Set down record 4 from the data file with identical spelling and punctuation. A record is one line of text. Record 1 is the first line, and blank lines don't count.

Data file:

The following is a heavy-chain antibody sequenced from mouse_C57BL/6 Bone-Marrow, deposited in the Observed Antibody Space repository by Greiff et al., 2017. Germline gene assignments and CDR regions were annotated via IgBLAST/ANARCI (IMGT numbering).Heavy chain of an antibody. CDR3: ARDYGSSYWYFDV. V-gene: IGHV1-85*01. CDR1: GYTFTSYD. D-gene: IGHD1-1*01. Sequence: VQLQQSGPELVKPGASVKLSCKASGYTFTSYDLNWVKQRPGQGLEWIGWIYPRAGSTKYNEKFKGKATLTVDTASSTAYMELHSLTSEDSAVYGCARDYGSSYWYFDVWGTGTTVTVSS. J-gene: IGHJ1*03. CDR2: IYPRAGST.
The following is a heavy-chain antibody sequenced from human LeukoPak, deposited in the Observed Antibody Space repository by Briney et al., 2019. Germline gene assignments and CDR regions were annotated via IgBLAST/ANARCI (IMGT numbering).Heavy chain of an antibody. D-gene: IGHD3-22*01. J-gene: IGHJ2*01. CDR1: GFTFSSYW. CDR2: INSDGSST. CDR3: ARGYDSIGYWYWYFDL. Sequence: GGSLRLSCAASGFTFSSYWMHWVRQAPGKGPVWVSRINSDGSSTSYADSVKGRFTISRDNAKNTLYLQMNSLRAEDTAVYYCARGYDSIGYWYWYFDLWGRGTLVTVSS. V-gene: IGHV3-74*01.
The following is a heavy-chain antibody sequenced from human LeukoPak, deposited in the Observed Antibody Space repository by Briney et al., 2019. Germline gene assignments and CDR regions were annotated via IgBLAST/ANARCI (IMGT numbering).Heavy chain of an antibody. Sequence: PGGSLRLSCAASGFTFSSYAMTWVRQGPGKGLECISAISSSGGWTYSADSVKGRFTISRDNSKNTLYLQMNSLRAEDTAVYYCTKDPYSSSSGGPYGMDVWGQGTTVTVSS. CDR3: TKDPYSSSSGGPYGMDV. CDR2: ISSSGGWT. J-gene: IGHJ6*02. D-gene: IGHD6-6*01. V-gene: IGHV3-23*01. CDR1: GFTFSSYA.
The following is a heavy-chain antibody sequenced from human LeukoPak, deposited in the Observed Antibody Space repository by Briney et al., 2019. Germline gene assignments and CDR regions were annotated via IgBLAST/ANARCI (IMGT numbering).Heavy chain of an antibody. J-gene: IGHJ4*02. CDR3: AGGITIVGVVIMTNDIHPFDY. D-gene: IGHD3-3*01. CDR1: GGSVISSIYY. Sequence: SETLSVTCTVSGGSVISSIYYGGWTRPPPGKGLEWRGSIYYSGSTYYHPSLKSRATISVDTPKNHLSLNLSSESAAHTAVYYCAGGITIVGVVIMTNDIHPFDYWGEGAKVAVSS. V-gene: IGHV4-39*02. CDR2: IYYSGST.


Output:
The following is a heavy-chain antibody sequenced from human LeukoPak, deposited in the Observed Antibody Space repository by Briney et al., 2019. Germline gene assignments and CDR regions were annotated via IgBLAST/ANARCI (IMGT numbering).Heavy chain of an antibody. J-gene: IGHJ4*02. CDR3: AGGITIVGVVIMTNDIHPFDY. D-gene: IGHD3-3*01. CDR1: GGSVISSIYY. Sequence: SETLSVTCTVSGGSVISSIYYGGWTRPPPGKGLEWRGSIYYSGSTYYHPSLKSRATISVDTPKNHLSLNLSSESAAHTAVYYCAGGITIVGVVIMTNDIHPFDYWGEGAKVAVSS. V-gene: IGHV4-39*02. CDR2: IYYSGST.